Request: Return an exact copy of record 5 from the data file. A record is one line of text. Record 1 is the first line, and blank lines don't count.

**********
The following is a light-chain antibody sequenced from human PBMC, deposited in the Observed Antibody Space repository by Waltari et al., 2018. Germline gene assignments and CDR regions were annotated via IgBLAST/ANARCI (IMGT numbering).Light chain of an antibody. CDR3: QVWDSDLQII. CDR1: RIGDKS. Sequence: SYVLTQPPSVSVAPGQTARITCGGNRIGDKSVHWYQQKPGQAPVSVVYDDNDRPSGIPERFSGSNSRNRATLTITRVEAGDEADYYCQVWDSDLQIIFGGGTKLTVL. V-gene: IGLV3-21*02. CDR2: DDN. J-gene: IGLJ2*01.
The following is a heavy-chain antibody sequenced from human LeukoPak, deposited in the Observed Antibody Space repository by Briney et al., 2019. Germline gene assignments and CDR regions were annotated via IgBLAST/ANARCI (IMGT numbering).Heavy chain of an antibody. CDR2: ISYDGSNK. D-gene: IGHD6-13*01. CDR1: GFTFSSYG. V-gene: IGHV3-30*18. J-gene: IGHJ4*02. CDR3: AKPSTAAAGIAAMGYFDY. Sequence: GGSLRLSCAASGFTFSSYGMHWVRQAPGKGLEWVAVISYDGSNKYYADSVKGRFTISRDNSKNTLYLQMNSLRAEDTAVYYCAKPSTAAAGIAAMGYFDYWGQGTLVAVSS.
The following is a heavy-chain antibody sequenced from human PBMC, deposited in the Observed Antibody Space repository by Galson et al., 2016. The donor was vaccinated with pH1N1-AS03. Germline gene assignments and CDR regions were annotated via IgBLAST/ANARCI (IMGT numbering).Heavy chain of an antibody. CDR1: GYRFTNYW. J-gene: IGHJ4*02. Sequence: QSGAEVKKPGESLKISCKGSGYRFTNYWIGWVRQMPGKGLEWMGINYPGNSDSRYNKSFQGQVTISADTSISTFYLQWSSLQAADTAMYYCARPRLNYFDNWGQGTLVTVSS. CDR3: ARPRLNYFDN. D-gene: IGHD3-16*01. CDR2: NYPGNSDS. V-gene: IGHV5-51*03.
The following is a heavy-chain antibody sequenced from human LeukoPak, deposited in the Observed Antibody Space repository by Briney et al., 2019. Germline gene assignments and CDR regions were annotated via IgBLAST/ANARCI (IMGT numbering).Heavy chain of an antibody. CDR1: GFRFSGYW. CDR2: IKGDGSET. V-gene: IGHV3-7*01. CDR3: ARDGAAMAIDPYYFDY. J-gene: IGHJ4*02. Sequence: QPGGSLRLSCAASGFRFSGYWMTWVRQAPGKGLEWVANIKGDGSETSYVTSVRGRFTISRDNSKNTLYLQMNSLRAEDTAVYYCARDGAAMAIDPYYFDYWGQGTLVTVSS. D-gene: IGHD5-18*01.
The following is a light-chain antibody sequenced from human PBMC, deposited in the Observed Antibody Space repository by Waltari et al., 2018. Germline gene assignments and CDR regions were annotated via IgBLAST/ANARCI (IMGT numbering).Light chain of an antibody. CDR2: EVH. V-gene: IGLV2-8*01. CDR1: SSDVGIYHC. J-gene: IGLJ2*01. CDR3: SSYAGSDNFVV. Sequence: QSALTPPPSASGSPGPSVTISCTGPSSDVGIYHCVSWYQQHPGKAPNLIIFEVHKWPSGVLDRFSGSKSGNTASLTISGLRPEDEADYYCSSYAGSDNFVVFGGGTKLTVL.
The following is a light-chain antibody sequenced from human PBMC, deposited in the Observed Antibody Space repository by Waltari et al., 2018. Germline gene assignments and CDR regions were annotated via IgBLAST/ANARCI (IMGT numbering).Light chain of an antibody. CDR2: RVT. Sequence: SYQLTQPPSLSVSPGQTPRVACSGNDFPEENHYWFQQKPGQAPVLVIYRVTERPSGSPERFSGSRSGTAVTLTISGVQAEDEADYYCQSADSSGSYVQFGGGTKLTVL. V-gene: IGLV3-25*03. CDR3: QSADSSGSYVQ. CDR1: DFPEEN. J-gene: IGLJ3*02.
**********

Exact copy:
The following is a light-chain antibody sequenced from human PBMC, deposited in the Observed Antibody Space repository by Waltari et al., 2018. Germline gene assignments and CDR regions were annotated via IgBLAST/ANARCI (IMGT numbering).Light chain of an antibody. CDR2: EVH. V-gene: IGLV2-8*01. CDR1: SSDVGIYHC. J-gene: IGLJ2*01. CDR3: SSYAGSDNFVV. Sequence: QSALTPPPSASGSPGPSVTISCTGPSSDVGIYHCVSWYQQHPGKAPNLIIFEVHKWPSGVLDRFSGSKSGNTASLTISGLRPEDEADYYCSSYAGSDNFVVFGGGTKLTVL.